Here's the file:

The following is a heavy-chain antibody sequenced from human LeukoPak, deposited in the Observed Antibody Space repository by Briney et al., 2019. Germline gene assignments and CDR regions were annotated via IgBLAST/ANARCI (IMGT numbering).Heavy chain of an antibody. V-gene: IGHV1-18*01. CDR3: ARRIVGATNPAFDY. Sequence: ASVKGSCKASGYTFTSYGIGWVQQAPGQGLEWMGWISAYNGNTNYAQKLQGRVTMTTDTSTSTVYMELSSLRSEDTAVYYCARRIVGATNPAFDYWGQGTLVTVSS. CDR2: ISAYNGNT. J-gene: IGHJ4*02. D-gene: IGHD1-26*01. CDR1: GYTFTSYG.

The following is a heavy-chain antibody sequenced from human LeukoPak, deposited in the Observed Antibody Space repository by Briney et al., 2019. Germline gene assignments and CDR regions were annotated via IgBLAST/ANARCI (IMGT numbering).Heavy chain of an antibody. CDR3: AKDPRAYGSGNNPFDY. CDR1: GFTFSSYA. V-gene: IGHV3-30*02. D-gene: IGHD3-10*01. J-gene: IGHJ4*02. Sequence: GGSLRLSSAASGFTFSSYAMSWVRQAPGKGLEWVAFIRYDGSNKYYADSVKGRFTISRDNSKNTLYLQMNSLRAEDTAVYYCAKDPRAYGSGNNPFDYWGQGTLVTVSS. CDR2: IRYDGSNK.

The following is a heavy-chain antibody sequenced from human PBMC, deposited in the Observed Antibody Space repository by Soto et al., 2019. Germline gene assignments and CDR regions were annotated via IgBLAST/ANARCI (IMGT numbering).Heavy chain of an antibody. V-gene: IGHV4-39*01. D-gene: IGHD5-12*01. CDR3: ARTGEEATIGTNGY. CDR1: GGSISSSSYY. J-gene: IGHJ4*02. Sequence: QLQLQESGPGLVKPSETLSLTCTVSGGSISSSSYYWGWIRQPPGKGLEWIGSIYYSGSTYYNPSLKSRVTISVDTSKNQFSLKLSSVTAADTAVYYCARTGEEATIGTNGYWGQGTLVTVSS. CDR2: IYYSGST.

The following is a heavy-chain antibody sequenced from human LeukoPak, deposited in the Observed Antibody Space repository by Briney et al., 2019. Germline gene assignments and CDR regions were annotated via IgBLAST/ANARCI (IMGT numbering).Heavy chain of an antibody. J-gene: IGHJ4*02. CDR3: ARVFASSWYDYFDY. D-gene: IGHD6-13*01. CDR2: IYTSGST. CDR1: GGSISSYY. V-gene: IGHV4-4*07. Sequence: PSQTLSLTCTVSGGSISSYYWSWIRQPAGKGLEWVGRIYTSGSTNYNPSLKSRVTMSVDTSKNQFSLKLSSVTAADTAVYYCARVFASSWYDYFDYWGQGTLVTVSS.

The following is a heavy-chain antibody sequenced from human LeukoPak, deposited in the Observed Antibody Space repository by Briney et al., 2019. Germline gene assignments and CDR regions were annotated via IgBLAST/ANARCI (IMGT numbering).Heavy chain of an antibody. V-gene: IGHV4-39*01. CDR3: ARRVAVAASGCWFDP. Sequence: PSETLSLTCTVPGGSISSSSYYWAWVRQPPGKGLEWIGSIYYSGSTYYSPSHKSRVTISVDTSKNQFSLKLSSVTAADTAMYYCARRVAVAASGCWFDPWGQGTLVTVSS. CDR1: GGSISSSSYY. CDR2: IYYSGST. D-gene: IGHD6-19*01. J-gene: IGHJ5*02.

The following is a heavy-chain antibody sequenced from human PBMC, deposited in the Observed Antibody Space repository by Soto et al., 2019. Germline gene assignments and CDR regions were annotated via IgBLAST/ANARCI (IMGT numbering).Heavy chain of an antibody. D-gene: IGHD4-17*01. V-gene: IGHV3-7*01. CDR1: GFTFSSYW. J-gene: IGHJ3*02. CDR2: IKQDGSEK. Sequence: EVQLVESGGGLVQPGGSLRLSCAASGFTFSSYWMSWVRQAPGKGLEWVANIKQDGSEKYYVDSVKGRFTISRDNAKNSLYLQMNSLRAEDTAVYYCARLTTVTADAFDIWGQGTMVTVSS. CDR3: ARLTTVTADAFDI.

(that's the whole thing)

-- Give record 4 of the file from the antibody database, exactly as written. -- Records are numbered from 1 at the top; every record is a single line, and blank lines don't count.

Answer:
The following is a heavy-chain antibody sequenced from human LeukoPak, deposited in the Observed Antibody Space repository by Briney et al., 2019. Germline gene assignments and CDR regions were annotated via IgBLAST/ANARCI (IMGT numbering).Heavy chain of an antibody. J-gene: IGHJ4*02. CDR3: ARVFASSWYDYFDY. D-gene: IGHD6-13*01. CDR2: IYTSGST. CDR1: GGSISSYY. V-gene: IGHV4-4*07. Sequence: PSQTLSLTCTVSGGSISSYYWSWIRQPAGKGLEWVGRIYTSGSTNYNPSLKSRVTMSVDTSKNQFSLKLSSVTAADTAVYYCARVFASSWYDYFDYWGQGTLVTVSS.